Cardinal Gerhard Müller, the Vatican’s doctrinal chief, has said that local bishops cannot reinterpet Church teaching subjectively.
In an interview with the German magazine Rheinische Post, Cardinal Müller said it was “not his style” to criticise publications by bishops. However, he added, “I do not think it is particularly beneficial for each individual bishop to comment on papal documents to explain how he subjectively understands the document.”
In recent weeks, the bishops of Malta and Germany have issued guidelines permitting Communion for the remarried. The Maltese bishops said that it might be “impossible” for some couples to avoid sex, and that people could not be refused Communion if they discerned that they were “at peace with God”.
However, several bishops have affirmed the traditional teaching that the remarried cannot receive Communion, except when they endeavour to live “in complete continence”.
Cardinal Müller has recently endorsed the traditional teaching. He has also pointed to magisterial teaching, most recently that of John Paul II, Benedict XVI and the Congregation for the Doctrine of the Faith, which says continence is necessary. The cardinal told an Italian magazine that this teaching was “not dispensable, because it is not only a positive law of John Paul II, but he expressed an essential element of Christian moral theology and the theology of the sacraments.”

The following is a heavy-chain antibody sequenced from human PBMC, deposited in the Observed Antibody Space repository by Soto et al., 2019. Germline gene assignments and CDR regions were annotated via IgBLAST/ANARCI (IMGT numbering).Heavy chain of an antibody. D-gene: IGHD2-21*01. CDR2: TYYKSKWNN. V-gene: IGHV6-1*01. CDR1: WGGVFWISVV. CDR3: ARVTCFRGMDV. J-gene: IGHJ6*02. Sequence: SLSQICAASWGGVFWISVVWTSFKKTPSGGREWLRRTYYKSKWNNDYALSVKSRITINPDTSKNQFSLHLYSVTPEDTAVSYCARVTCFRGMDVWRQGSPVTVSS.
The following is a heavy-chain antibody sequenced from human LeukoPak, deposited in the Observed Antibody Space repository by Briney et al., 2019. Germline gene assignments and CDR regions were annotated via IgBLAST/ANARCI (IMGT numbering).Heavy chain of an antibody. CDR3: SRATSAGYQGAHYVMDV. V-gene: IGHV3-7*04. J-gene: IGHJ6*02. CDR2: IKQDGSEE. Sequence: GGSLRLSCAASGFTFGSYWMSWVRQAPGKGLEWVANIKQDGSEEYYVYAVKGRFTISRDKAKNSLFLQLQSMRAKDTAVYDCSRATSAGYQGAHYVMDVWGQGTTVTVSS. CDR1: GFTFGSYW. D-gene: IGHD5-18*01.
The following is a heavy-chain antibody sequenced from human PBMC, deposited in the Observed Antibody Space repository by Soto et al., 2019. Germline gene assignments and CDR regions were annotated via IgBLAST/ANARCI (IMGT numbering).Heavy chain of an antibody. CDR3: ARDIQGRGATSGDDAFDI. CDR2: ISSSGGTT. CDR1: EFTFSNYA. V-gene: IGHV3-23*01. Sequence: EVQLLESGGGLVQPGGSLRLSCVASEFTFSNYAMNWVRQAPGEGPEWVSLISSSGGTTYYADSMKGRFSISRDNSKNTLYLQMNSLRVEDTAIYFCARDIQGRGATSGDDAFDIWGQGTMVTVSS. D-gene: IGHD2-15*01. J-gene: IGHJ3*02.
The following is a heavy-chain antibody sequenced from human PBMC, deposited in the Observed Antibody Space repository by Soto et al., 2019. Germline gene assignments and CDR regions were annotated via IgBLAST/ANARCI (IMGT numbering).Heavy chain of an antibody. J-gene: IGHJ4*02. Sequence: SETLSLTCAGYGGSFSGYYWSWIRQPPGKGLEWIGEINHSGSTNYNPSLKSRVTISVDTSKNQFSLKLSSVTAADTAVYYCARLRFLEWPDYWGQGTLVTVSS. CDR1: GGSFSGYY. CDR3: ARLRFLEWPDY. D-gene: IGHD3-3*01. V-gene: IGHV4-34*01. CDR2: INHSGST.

Theologians distinguish between positive ecclesiastical law, which can be changed, and divine law, which cannot. Cardinal Müller thus effectively said that Communion for the remarried was against God’s law.
In the new interview, he said: “It cannot be that the universally binding doctrine of the Church, formulated by the Pope, is given different and even contradictory regional interpretations. The basis of the Church is the unity of faith. The Church no longer experiences a new revelation.”
Cardinal Müller also said that, in order to be absolved of adultery, a penitent must resolve not to sin again. He said: “No one can alter the sacraments as a means of grace according to their own choice – for example, so that the sacrament of Confession can be given without the intention to sin no more.”
Elsewhere in the interview, the cardinal said that he thought papal resignations would remain a rare exception in future. He also said that it was important to honour Church leaders because of their role, not just because of their human qualities. “Everyone is weak and mortal,” the cardinal said. “Jesus did not choose the wisest, the richest, and the most prominent among his apostles, but simple people, craftsmen, fishermen. We depend on the grace of God and not on what we achieve every day.
“That is why it is important not to look for supermen in the pope, the bishops, or priests, and, if they cannot fulfil these exaggerated expectations, turn away disappointed in the Gospel and the Church. Everyone needs forgiveness. But the grace of God proves itself in human weakness. We give honour to the Pope not because of his human achievements, but because Christ has given him a special ministry for the whole Church.”
The cardinal paid tribute to Pope Francis’s “moral authority”, pointing out that the Pope was recognised by atheists as “an authentic guide”.